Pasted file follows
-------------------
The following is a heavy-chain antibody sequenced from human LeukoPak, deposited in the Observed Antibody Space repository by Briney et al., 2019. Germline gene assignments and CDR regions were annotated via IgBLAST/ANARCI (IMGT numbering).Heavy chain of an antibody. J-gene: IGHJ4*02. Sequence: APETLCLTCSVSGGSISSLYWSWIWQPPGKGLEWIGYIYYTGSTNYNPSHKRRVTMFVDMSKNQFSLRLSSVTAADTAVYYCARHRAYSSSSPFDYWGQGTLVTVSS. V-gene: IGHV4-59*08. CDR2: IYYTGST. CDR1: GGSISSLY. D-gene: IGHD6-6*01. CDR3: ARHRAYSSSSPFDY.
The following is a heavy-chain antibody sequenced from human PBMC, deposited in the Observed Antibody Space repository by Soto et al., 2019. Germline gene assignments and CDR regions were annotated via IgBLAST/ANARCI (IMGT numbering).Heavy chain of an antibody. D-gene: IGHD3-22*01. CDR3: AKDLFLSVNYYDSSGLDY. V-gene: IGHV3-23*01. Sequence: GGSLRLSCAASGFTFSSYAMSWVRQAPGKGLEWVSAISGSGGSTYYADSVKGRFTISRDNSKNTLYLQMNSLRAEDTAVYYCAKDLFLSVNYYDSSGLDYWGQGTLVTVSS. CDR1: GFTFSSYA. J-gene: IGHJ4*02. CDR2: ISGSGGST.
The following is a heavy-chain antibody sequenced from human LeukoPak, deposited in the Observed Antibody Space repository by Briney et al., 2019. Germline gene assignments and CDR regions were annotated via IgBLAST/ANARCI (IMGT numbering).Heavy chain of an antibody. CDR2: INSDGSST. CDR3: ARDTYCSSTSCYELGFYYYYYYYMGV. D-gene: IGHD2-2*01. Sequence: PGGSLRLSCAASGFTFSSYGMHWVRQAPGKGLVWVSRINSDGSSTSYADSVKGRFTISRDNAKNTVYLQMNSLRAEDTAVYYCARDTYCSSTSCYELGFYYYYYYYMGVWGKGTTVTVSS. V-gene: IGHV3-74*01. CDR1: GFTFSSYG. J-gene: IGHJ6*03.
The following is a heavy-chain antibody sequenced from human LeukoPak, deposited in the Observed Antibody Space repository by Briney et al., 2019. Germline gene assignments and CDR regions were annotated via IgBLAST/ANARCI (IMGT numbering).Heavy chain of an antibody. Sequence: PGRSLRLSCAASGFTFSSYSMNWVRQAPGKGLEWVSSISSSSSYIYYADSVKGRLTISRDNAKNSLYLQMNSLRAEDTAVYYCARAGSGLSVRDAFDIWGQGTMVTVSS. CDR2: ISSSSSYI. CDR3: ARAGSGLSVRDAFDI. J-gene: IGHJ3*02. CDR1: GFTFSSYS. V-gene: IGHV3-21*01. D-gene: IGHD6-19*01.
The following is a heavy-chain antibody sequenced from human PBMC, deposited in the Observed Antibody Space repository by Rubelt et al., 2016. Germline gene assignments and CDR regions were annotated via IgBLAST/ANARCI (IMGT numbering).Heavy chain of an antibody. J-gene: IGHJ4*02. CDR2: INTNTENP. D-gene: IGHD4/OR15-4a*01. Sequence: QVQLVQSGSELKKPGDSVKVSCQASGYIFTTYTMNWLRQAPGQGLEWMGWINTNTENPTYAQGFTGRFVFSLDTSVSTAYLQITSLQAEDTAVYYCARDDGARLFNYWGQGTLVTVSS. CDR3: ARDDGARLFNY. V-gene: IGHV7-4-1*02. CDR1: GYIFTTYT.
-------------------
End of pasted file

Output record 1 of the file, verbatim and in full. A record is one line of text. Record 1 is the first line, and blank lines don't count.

The following is a heavy-chain antibody sequenced from human LeukoPak, deposited in the Observed Antibody Space repository by Briney et al., 2019. Germline gene assignments and CDR regions were annotated via IgBLAST/ANARCI (IMGT numbering).Heavy chain of an antibody. J-gene: IGHJ4*02. Sequence: APETLCLTCSVSGGSISSLYWSWIWQPPGKGLEWIGYIYYTGSTNYNPSHKRRVTMFVDMSKNQFSLRLSSVTAADTAVYYCARHRAYSSSSPFDYWGQGTLVTVSS. V-gene: IGHV4-59*08. CDR2: IYYTGST. CDR1: GGSISSLY. D-gene: IGHD6-6*01. CDR3: ARHRAYSSSSPFDY.